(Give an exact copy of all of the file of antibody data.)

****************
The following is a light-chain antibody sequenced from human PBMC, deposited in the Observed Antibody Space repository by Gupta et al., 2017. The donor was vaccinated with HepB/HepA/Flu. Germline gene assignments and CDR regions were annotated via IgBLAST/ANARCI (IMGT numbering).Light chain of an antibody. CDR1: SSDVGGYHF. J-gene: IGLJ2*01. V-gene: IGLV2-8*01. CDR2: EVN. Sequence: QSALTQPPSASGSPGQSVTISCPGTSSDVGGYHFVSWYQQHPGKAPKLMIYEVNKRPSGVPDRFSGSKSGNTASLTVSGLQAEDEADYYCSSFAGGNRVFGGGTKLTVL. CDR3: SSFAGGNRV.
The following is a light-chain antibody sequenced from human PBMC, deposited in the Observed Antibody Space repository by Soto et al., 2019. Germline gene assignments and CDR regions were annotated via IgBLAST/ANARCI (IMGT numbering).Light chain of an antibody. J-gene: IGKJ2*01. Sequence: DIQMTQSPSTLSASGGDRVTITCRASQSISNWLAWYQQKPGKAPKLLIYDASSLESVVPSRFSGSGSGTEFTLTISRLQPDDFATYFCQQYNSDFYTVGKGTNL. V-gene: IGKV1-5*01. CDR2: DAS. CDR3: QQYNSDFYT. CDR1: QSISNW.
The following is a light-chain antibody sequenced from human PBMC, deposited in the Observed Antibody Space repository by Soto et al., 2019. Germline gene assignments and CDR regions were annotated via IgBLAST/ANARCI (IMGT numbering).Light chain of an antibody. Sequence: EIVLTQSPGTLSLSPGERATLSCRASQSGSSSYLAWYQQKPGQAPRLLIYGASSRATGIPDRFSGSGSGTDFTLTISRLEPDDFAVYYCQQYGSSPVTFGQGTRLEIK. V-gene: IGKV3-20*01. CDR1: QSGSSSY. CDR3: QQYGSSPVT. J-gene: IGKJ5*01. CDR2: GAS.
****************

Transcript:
The following is a light-chain antibody sequenced from human PBMC, deposited in the Observed Antibody Space repository by Gupta et al., 2017. The donor was vaccinated with HepB/HepA/Flu. Germline gene assignments and CDR regions were annotated via IgBLAST/ANARCI (IMGT numbering).Light chain of an antibody. CDR1: SSDVGGYHF. J-gene: IGLJ2*01. V-gene: IGLV2-8*01. CDR2: EVN. Sequence: QSALTQPPSASGSPGQSVTISCPGTSSDVGGYHFVSWYQQHPGKAPKLMIYEVNKRPSGVPDRFSGSKSGNTASLTVSGLQAEDEADYYCSSFAGGNRVFGGGTKLTVL. CDR3: SSFAGGNRV.
The following is a light-chain antibody sequenced from human PBMC, deposited in the Observed Antibody Space repository by Soto et al., 2019. Germline gene assignments and CDR regions were annotated via IgBLAST/ANARCI (IMGT numbering).Light chain of an antibody. J-gene: IGKJ2*01. Sequence: DIQMTQSPSTLSASGGDRVTITCRASQSISNWLAWYQQKPGKAPKLLIYDASSLESVVPSRFSGSGSGTEFTLTISRLQPDDFATYFCQQYNSDFYTVGKGTNL. V-gene: IGKV1-5*01. CDR2: DAS. CDR3: QQYNSDFYT. CDR1: QSISNW.
The following is a light-chain antibody sequenced from human PBMC, deposited in the Observed Antibody Space repository by Soto et al., 2019. Germline gene assignments and CDR regions were annotated via IgBLAST/ANARCI (IMGT numbering).Light chain of an antibody. Sequence: EIVLTQSPGTLSLSPGERATLSCRASQSGSSSYLAWYQQKPGQAPRLLIYGASSRATGIPDRFSGSGSGTDFTLTISRLEPDDFAVYYCQQYGSSPVTFGQGTRLEIK. V-gene: IGKV3-20*01. CDR1: QSGSSSY. CDR3: QQYGSSPVT. J-gene: IGKJ5*01. CDR2: GAS.